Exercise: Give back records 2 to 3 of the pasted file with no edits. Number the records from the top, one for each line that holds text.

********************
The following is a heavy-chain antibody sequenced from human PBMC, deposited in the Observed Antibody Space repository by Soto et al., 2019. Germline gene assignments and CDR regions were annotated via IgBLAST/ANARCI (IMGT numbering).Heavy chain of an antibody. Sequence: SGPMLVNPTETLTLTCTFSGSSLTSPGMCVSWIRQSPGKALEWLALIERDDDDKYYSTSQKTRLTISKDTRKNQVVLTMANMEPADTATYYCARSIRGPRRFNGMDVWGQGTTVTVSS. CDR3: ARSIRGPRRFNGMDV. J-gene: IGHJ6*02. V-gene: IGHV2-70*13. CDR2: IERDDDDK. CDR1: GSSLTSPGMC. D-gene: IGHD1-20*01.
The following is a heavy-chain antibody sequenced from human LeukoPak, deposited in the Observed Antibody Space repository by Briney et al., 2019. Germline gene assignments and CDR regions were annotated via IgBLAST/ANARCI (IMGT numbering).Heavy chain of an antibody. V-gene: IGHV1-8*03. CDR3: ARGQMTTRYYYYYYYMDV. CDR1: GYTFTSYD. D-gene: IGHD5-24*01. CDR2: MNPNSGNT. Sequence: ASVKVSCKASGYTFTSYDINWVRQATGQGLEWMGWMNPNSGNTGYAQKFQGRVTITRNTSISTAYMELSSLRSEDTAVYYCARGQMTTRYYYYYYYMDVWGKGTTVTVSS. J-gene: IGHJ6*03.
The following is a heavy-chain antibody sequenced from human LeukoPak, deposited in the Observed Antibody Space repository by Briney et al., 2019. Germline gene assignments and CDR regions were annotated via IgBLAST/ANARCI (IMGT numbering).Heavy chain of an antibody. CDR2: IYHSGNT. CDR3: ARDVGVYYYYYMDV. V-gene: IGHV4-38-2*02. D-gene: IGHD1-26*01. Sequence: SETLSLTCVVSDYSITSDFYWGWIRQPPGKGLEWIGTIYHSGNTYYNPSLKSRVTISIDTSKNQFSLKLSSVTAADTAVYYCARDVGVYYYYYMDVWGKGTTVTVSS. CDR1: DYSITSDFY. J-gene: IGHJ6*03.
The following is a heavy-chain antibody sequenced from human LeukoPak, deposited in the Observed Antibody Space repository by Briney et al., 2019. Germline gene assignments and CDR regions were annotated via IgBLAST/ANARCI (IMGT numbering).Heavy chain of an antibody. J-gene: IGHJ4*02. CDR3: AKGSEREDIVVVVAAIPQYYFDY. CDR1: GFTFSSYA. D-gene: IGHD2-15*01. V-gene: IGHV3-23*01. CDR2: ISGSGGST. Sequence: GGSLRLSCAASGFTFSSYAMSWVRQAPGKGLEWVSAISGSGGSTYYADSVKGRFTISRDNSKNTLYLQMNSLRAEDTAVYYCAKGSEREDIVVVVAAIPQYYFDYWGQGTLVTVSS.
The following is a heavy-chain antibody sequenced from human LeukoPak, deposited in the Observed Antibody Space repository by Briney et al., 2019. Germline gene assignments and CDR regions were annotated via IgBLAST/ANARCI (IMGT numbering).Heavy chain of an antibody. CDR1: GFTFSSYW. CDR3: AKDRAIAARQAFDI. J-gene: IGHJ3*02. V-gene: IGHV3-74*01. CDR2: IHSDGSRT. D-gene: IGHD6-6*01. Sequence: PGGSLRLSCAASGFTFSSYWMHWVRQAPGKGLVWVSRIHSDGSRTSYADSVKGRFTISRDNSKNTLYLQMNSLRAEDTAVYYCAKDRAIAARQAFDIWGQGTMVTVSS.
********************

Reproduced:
The following is a heavy-chain antibody sequenced from human LeukoPak, deposited in the Observed Antibody Space repository by Briney et al., 2019. Germline gene assignments and CDR regions were annotated via IgBLAST/ANARCI (IMGT numbering).Heavy chain of an antibody. V-gene: IGHV1-8*03. CDR3: ARGQMTTRYYYYYYYMDV. CDR1: GYTFTSYD. D-gene: IGHD5-24*01. CDR2: MNPNSGNT. Sequence: ASVKVSCKASGYTFTSYDINWVRQATGQGLEWMGWMNPNSGNTGYAQKFQGRVTITRNTSISTAYMELSSLRSEDTAVYYCARGQMTTRYYYYYYYMDVWGKGTTVTVSS. J-gene: IGHJ6*03.
The following is a heavy-chain antibody sequenced from human LeukoPak, deposited in the Observed Antibody Space repository by Briney et al., 2019. Germline gene assignments and CDR regions were annotated via IgBLAST/ANARCI (IMGT numbering).Heavy chain of an antibody. CDR2: IYHSGNT. CDR3: ARDVGVYYYYYMDV. V-gene: IGHV4-38-2*02. D-gene: IGHD1-26*01. Sequence: SETLSLTCVVSDYSITSDFYWGWIRQPPGKGLEWIGTIYHSGNTYYNPSLKSRVTISIDTSKNQFSLKLSSVTAADTAVYYCARDVGVYYYYYMDVWGKGTTVTVSS. CDR1: DYSITSDFY. J-gene: IGHJ6*03.